When you read a house-for-sale ad, with practice, you can decode that “easy-care-yard” means small or already full of stones and cactus. “Great starter house,” means you should expect to spend a lot fixing it. We read the ad with skepticism.
When we see a job ad, we read it with eagerness. We want it to fit and be the perfect next gig. Blinded by the opportunity, we quickly scan the title, location, qualifications, requirements, and next steps.
An article by Hannah Morgan in U.S. News & World Report, details what to look for, and I agree with them.
I would add:
1) Read the ad with optimism, the FIRST TIME. If convinced that this could be something positive, then READ IT AGAIN as “The Devil’s Advocate.” Dissect every line to decode what they really want, and if you really have it.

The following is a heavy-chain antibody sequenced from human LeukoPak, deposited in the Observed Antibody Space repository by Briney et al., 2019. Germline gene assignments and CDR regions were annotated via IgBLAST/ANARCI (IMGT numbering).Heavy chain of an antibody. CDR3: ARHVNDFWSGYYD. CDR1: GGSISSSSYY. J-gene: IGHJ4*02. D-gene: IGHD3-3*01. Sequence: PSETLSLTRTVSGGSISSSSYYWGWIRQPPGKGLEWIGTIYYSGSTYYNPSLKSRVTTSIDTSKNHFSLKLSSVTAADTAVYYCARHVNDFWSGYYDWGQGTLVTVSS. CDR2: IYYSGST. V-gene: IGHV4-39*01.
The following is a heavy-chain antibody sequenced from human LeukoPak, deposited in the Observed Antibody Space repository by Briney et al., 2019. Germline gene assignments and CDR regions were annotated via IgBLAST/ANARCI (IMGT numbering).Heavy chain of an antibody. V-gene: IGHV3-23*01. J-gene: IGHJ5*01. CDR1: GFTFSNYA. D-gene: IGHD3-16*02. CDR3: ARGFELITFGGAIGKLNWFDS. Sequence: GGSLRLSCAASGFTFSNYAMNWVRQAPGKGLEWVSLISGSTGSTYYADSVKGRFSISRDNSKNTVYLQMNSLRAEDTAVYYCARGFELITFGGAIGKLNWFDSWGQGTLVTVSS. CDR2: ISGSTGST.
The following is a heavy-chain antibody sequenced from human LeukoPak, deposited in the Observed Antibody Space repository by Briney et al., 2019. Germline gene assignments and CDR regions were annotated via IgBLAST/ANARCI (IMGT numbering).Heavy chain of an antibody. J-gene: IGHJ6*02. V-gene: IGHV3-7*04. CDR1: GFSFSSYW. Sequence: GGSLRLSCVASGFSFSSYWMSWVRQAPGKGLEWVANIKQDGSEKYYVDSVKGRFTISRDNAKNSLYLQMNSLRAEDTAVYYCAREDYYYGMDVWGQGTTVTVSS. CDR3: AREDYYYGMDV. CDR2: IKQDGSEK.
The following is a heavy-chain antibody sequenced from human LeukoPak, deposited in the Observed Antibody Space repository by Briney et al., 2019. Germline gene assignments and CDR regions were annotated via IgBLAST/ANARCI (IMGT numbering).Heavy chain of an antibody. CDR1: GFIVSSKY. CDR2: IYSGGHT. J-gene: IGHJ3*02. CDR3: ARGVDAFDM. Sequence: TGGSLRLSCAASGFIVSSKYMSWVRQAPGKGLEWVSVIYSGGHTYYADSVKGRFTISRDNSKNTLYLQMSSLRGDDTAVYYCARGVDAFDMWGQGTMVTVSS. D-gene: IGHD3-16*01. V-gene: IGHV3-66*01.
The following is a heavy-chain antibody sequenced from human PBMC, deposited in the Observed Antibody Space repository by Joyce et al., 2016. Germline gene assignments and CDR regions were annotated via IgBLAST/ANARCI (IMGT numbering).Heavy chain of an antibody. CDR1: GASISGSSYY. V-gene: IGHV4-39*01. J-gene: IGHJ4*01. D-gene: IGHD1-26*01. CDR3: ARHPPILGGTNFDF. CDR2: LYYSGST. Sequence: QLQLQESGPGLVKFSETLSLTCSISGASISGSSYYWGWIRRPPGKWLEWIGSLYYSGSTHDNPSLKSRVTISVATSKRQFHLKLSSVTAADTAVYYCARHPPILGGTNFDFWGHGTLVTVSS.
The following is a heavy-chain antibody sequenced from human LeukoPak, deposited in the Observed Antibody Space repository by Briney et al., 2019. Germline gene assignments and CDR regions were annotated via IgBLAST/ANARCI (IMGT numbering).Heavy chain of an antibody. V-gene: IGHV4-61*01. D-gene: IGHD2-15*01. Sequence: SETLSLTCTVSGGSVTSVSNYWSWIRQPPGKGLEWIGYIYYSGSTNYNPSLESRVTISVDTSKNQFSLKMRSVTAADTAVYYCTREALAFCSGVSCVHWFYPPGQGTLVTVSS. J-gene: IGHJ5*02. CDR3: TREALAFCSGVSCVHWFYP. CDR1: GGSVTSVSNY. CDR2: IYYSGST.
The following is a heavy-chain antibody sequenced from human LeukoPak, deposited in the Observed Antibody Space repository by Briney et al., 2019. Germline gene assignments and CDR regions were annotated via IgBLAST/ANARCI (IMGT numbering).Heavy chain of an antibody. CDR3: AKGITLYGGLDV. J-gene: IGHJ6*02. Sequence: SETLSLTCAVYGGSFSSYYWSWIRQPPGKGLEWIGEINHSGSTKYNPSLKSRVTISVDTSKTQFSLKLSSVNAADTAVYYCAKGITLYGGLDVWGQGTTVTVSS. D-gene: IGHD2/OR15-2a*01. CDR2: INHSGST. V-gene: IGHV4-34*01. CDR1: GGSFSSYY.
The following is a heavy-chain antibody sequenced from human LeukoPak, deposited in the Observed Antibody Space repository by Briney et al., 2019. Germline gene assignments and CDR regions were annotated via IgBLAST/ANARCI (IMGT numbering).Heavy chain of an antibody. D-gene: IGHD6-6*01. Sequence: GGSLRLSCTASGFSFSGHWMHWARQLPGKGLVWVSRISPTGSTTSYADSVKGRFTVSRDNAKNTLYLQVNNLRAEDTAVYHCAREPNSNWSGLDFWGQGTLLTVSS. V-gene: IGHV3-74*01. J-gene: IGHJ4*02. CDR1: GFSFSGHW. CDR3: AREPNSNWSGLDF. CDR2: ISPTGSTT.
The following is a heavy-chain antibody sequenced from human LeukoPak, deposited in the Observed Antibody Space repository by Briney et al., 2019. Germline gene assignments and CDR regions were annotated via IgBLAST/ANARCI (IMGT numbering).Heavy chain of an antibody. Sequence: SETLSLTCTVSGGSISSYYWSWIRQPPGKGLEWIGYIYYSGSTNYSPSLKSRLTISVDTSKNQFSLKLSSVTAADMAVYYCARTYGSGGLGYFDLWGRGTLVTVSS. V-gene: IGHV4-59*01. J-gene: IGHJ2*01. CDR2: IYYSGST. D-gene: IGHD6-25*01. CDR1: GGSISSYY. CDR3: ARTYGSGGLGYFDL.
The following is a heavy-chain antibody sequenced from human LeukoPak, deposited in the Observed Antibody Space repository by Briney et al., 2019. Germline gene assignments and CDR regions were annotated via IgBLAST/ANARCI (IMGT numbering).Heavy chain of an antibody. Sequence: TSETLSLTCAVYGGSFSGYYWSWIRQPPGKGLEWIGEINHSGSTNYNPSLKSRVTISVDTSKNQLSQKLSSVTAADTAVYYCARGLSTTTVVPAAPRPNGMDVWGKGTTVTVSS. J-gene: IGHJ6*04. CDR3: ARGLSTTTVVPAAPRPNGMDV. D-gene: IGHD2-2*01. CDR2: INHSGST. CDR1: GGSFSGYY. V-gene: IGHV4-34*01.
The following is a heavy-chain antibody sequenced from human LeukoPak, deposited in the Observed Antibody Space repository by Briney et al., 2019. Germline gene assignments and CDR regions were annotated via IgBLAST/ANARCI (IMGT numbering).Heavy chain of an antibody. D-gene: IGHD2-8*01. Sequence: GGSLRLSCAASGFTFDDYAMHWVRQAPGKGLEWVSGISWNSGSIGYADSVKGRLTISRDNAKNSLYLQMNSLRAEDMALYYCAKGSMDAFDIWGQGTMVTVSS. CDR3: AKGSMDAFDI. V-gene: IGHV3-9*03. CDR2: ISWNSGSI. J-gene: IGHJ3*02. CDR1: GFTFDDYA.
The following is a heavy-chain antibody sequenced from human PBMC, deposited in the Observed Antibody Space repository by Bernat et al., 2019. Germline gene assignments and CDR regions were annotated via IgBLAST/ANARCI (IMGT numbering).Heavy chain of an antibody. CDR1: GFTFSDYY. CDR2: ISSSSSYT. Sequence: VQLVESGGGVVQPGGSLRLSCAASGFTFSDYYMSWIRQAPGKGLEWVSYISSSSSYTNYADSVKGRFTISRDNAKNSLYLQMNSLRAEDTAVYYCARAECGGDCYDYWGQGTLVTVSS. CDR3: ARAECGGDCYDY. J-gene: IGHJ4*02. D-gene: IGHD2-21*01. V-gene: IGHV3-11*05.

2) Try this trick…copy & paste the entire job description into a Word Cloud to see what the most important keywords are TO THEM. Then, copy & paste your entire resume into a Word Cloud to see what YOUR KEYWORDS are. If similarly prominent, great. If not, you can change your resume to reflect what they’re looking for, or recognize this as a red flag and move on to the next ad.
It’s easy to be overly optimistic and mail or email out letters and resumes applying for everything. Yes, it’s a “numbers game,” and you’ve got to send out more to get more responses, but your time is valuable, so be selective. You must craft each letter and each resume to each specific job, or you are wasting your time.
Companies have vacancies to fill. They have the power to hire, but THEY NEED YOU more than you need them.
Learn how to be more marketable at BestOfYouResumes.com .